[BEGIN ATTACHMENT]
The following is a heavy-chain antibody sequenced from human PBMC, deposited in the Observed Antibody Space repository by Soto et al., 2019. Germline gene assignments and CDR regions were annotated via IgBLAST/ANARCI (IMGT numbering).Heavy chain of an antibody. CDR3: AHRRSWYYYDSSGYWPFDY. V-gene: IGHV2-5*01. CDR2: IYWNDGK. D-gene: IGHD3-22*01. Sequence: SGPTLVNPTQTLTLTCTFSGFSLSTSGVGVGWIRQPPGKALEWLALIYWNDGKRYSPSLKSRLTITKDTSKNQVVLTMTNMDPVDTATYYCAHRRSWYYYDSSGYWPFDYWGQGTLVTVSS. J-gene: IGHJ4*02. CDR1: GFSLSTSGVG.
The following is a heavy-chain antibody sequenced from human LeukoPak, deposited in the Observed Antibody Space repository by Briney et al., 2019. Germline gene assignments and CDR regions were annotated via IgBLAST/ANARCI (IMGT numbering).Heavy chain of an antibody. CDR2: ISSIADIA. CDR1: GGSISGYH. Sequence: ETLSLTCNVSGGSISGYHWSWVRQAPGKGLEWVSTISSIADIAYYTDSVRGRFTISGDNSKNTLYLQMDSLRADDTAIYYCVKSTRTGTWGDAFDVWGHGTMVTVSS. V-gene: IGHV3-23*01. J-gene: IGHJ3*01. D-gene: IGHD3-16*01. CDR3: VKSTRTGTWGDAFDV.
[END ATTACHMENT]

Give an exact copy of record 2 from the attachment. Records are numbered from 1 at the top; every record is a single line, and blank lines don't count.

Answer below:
The following is a heavy-chain antibody sequenced from human LeukoPak, deposited in the Observed Antibody Space repository by Briney et al., 2019. Germline gene assignments and CDR regions were annotated via IgBLAST/ANARCI (IMGT numbering).Heavy chain of an antibody. CDR2: ISSIADIA. CDR1: GGSISGYH. Sequence: ETLSLTCNVSGGSISGYHWSWVRQAPGKGLEWVSTISSIADIAYYTDSVRGRFTISGDNSKNTLYLQMDSLRADDTAIYYCVKSTRTGTWGDAFDVWGHGTMVTVSS. V-gene: IGHV3-23*01. J-gene: IGHJ3*01. D-gene: IGHD3-16*01. CDR3: VKSTRTGTWGDAFDV.